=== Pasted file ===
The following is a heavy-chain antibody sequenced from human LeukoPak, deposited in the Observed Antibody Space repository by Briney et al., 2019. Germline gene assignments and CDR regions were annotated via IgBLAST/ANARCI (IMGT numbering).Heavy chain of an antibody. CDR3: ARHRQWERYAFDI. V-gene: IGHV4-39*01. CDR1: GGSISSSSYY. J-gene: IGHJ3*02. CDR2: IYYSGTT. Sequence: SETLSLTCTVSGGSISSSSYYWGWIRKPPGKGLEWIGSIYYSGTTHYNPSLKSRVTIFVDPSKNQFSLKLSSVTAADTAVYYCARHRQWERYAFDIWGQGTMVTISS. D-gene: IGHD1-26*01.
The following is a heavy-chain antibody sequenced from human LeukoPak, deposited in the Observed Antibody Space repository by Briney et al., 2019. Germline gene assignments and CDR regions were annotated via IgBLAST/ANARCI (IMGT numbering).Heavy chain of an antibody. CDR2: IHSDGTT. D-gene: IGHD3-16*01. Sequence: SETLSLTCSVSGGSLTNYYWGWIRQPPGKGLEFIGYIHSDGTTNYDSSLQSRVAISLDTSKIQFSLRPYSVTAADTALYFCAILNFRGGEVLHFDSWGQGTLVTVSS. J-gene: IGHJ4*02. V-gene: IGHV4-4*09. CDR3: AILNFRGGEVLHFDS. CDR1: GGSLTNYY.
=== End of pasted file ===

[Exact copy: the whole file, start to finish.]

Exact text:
The following is a heavy-chain antibody sequenced from human LeukoPak, deposited in the Observed Antibody Space repository by Briney et al., 2019. Germline gene assignments and CDR regions were annotated via IgBLAST/ANARCI (IMGT numbering).Heavy chain of an antibody. CDR3: ARHRQWERYAFDI. V-gene: IGHV4-39*01. CDR1: GGSISSSSYY. J-gene: IGHJ3*02. CDR2: IYYSGTT. Sequence: SETLSLTCTVSGGSISSSSYYWGWIRKPPGKGLEWIGSIYYSGTTHYNPSLKSRVTIFVDPSKNQFSLKLSSVTAADTAVYYCARHRQWERYAFDIWGQGTMVTISS. D-gene: IGHD1-26*01.
The following is a heavy-chain antibody sequenced from human LeukoPak, deposited in the Observed Antibody Space repository by Briney et al., 2019. Germline gene assignments and CDR regions were annotated via IgBLAST/ANARCI (IMGT numbering).Heavy chain of an antibody. CDR2: IHSDGTT. D-gene: IGHD3-16*01. Sequence: SETLSLTCSVSGGSLTNYYWGWIRQPPGKGLEFIGYIHSDGTTNYDSSLQSRVAISLDTSKIQFSLRPYSVTAADTALYFCAILNFRGGEVLHFDSWGQGTLVTVSS. J-gene: IGHJ4*02. V-gene: IGHV4-4*09. CDR3: AILNFRGGEVLHFDS. CDR1: GGSLTNYY.